05302007.jpgOK… so anyone who reads this blog at all knows I’m a huge fan of a well-made Zinfandel. I’ll travel far and wide to get my hands on a good bottle of Zin. So, I’ll get right to the point here… this isn’t one of them. It’s thin, slightly bitter and although it shows some decent fruit, it lacks that roundness and balance that a good Zinfandel possesses.

I’ve had some great field blends wines that have a certain percentage of each grape that are grown, harvested and fermented together from the same vineyard. This one has 80% Zin, 13% Petite Sirah and 7% Barbera and 14.5% booze.

There’s some ripe red berry fruit and a minerality on the nose that is nice, but having had this wine once, it’s not one I’d buy again. There’s much better stuff out there.

Not so much.

$29.99 in LDB stores here in BC.

2.5 stars

No comments

2005 Bucklin Mixed Blacks Red Wine

02132007.gifThis was another of the wines I picked up at K & L Wines while I was in SF for ZAP. The friendly and knowledgeable wine guy, Mike, described it as deep and dark – a wine not made for the faint-of-heart. It comes from a field blend of primarily Zinfandel, Petite Sirah, Alicante Bouschet, and Grenache from vines planted in 1999.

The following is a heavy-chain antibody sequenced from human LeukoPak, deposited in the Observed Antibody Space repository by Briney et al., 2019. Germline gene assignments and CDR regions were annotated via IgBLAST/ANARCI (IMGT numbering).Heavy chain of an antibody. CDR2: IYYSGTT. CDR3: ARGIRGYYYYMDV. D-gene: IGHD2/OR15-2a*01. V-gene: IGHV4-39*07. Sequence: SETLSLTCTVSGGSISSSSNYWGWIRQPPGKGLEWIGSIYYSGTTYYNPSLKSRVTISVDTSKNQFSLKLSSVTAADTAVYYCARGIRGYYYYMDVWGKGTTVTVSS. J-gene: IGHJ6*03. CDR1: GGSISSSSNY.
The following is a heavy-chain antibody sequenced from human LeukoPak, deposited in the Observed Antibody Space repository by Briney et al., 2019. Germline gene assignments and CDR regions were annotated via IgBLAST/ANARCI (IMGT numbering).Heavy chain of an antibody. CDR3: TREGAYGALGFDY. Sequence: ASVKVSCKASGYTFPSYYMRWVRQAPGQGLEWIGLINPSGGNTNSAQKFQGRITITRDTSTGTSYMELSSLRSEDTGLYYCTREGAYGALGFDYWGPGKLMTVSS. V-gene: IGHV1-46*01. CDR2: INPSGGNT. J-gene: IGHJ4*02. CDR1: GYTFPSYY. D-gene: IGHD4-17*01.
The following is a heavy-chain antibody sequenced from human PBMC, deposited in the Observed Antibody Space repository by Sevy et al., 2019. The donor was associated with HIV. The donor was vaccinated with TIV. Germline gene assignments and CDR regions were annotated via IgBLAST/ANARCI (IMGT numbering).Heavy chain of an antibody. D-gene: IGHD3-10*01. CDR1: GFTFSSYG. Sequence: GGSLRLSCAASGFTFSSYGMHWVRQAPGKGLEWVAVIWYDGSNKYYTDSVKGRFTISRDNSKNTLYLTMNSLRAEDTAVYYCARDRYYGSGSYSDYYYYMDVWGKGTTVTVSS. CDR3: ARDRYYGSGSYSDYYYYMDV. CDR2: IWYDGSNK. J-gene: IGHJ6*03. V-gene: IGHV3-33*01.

In case you’re wondering, a “field blend” is when all the grapes are grown together in a mixed patch of the vineyard. Instead of harvesting and fermenting the varieties separately, they’re all picked and crushed together. The wine is just made as a field blend from the start.

I opened the wine with my dolce metà last night (I’m trying to convert her to a Zin lover – “liker”, at the very least) and, although I’d disagree with Mike on the description of the wine, I really liked it. The colour was medium-dark red and the nose had a whack of ripe, juicy berry fruit. This came through in the flavours, along with an edge of vanilla spice… and a nice medium-length finish. It wasn’t too complex, but it was tasty and went well with the Calabrese pizza we had from Incendio.

It sells for $22 (USD) at K&L Wines, but isn’t available up here… I’m guessing it would be roughly $40-45 CDN if it were.

4 stars

No comments